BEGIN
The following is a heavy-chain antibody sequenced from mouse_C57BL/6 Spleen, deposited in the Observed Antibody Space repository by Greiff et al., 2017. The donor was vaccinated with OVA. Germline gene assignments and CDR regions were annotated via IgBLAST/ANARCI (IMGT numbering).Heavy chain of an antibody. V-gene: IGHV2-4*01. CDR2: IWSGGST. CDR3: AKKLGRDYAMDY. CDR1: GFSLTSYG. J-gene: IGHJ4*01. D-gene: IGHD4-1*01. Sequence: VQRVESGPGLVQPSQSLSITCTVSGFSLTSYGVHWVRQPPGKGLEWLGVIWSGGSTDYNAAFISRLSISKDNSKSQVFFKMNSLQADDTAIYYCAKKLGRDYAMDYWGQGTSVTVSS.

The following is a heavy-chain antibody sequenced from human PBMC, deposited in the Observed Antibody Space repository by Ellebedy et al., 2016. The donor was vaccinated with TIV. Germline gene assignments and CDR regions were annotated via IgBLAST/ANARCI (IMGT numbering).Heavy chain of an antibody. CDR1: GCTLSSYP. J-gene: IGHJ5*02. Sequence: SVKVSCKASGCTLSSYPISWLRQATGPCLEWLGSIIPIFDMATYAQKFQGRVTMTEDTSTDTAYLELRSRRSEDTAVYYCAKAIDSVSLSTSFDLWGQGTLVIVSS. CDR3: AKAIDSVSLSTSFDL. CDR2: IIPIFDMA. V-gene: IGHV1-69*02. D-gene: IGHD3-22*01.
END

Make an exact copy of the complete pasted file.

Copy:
The following is a heavy-chain antibody sequenced from mouse_C57BL/6 Spleen, deposited in the Observed Antibody Space repository by Greiff et al., 2017. The donor was vaccinated with OVA. Germline gene assignments and CDR regions were annotated via IgBLAST/ANARCI (IMGT numbering).Heavy chain of an antibody. V-gene: IGHV2-4*01. CDR2: IWSGGST. CDR3: AKKLGRDYAMDY. CDR1: GFSLTSYG. J-gene: IGHJ4*01. D-gene: IGHD4-1*01. Sequence: VQRVESGPGLVQPSQSLSITCTVSGFSLTSYGVHWVRQPPGKGLEWLGVIWSGGSTDYNAAFISRLSISKDNSKSQVFFKMNSLQADDTAIYYCAKKLGRDYAMDYWGQGTSVTVSS.

The following is a heavy-chain antibody sequenced from human PBMC, deposited in the Observed Antibody Space repository by Ellebedy et al., 2016. The donor was vaccinated with TIV. Germline gene assignments and CDR regions were annotated via IgBLAST/ANARCI (IMGT numbering).Heavy chain of an antibody. CDR1: GCTLSSYP. J-gene: IGHJ5*02. Sequence: SVKVSCKASGCTLSSYPISWLRQATGPCLEWLGSIIPIFDMATYAQKFQGRVTMTEDTSTDTAYLELRSRRSEDTAVYYCAKAIDSVSLSTSFDLWGQGTLVIVSS. CDR3: AKAIDSVSLSTSFDL. CDR2: IIPIFDMA. V-gene: IGHV1-69*02. D-gene: IGHD3-22*01.